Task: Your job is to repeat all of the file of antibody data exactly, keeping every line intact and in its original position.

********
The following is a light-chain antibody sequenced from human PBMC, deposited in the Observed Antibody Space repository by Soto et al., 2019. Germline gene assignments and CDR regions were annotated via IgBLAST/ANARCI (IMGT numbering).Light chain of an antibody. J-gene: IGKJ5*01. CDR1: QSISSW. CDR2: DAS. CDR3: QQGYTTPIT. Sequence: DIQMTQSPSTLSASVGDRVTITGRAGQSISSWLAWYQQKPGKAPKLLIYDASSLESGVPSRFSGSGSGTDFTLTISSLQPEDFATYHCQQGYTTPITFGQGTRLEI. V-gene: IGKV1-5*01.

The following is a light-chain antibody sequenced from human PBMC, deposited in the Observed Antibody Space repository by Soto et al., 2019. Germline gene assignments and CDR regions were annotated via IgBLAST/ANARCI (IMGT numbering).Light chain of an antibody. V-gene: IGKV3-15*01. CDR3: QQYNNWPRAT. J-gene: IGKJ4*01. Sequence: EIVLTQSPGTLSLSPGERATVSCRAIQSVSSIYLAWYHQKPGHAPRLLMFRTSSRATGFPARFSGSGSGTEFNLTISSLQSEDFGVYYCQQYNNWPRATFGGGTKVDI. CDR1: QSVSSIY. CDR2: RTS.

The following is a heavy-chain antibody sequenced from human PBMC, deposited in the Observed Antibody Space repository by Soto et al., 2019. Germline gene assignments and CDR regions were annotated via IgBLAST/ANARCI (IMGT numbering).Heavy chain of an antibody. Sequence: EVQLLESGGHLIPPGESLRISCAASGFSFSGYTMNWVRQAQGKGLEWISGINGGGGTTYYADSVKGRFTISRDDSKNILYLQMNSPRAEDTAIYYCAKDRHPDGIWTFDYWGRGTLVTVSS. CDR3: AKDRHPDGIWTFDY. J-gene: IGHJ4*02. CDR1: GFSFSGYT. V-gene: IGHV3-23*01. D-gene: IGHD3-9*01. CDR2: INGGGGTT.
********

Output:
The following is a light-chain antibody sequenced from human PBMC, deposited in the Observed Antibody Space repository by Soto et al., 2019. Germline gene assignments and CDR regions were annotated via IgBLAST/ANARCI (IMGT numbering).Light chain of an antibody. J-gene: IGKJ5*01. CDR1: QSISSW. CDR2: DAS. CDR3: QQGYTTPIT. Sequence: DIQMTQSPSTLSASVGDRVTITGRAGQSISSWLAWYQQKPGKAPKLLIYDASSLESGVPSRFSGSGSGTDFTLTISSLQPEDFATYHCQQGYTTPITFGQGTRLEI. V-gene: IGKV1-5*01.

The following is a light-chain antibody sequenced from human PBMC, deposited in the Observed Antibody Space repository by Soto et al., 2019. Germline gene assignments and CDR regions were annotated via IgBLAST/ANARCI (IMGT numbering).Light chain of an antibody. V-gene: IGKV3-15*01. CDR3: QQYNNWPRAT. J-gene: IGKJ4*01. Sequence: EIVLTQSPGTLSLSPGERATVSCRAIQSVSSIYLAWYHQKPGHAPRLLMFRTSSRATGFPARFSGSGSGTEFNLTISSLQSEDFGVYYCQQYNNWPRATFGGGTKVDI. CDR1: QSVSSIY. CDR2: RTS.

The following is a heavy-chain antibody sequenced from human PBMC, deposited in the Observed Antibody Space repository by Soto et al., 2019. Germline gene assignments and CDR regions were annotated via IgBLAST/ANARCI (IMGT numbering).Heavy chain of an antibody. Sequence: EVQLLESGGHLIPPGESLRISCAASGFSFSGYTMNWVRQAQGKGLEWISGINGGGGTTYYADSVKGRFTISRDDSKNILYLQMNSPRAEDTAIYYCAKDRHPDGIWTFDYWGRGTLVTVSS. CDR3: AKDRHPDGIWTFDY. J-gene: IGHJ4*02. CDR1: GFSFSGYT. V-gene: IGHV3-23*01. D-gene: IGHD3-9*01. CDR2: INGGGGTT.